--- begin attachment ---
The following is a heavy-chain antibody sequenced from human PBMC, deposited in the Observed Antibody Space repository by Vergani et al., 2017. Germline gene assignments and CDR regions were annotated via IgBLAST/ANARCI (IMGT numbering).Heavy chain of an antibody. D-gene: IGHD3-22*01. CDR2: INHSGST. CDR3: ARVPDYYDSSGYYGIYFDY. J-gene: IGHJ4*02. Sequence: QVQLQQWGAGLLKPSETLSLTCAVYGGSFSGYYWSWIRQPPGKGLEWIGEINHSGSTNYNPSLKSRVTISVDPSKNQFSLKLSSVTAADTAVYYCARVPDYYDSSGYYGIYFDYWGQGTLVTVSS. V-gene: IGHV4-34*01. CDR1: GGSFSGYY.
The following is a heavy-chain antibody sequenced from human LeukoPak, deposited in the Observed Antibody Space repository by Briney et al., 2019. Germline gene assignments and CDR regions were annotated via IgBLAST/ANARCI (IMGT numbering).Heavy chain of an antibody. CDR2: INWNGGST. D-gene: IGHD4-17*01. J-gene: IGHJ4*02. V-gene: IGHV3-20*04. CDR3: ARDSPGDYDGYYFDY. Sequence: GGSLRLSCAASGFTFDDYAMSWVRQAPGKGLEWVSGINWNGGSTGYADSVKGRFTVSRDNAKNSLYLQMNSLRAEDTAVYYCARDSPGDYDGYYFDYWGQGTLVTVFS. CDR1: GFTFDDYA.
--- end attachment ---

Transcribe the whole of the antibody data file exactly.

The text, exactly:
The following is a heavy-chain antibody sequenced from human PBMC, deposited in the Observed Antibody Space repository by Vergani et al., 2017. Germline gene assignments and CDR regions were annotated via IgBLAST/ANARCI (IMGT numbering).Heavy chain of an antibody. D-gene: IGHD3-22*01. CDR2: INHSGST. CDR3: ARVPDYYDSSGYYGIYFDY. J-gene: IGHJ4*02. Sequence: QVQLQQWGAGLLKPSETLSLTCAVYGGSFSGYYWSWIRQPPGKGLEWIGEINHSGSTNYNPSLKSRVTISVDPSKNQFSLKLSSVTAADTAVYYCARVPDYYDSSGYYGIYFDYWGQGTLVTVSS. V-gene: IGHV4-34*01. CDR1: GGSFSGYY.
The following is a heavy-chain antibody sequenced from human LeukoPak, deposited in the Observed Antibody Space repository by Briney et al., 2019. Germline gene assignments and CDR regions were annotated via IgBLAST/ANARCI (IMGT numbering).Heavy chain of an antibody. CDR2: INWNGGST. D-gene: IGHD4-17*01. J-gene: IGHJ4*02. V-gene: IGHV3-20*04. CDR3: ARDSPGDYDGYYFDY. Sequence: GGSLRLSCAASGFTFDDYAMSWVRQAPGKGLEWVSGINWNGGSTGYADSVKGRFTVSRDNAKNSLYLQMNSLRAEDTAVYYCARDSPGDYDGYYFDYWGQGTLVTVFS. CDR1: GFTFDDYA.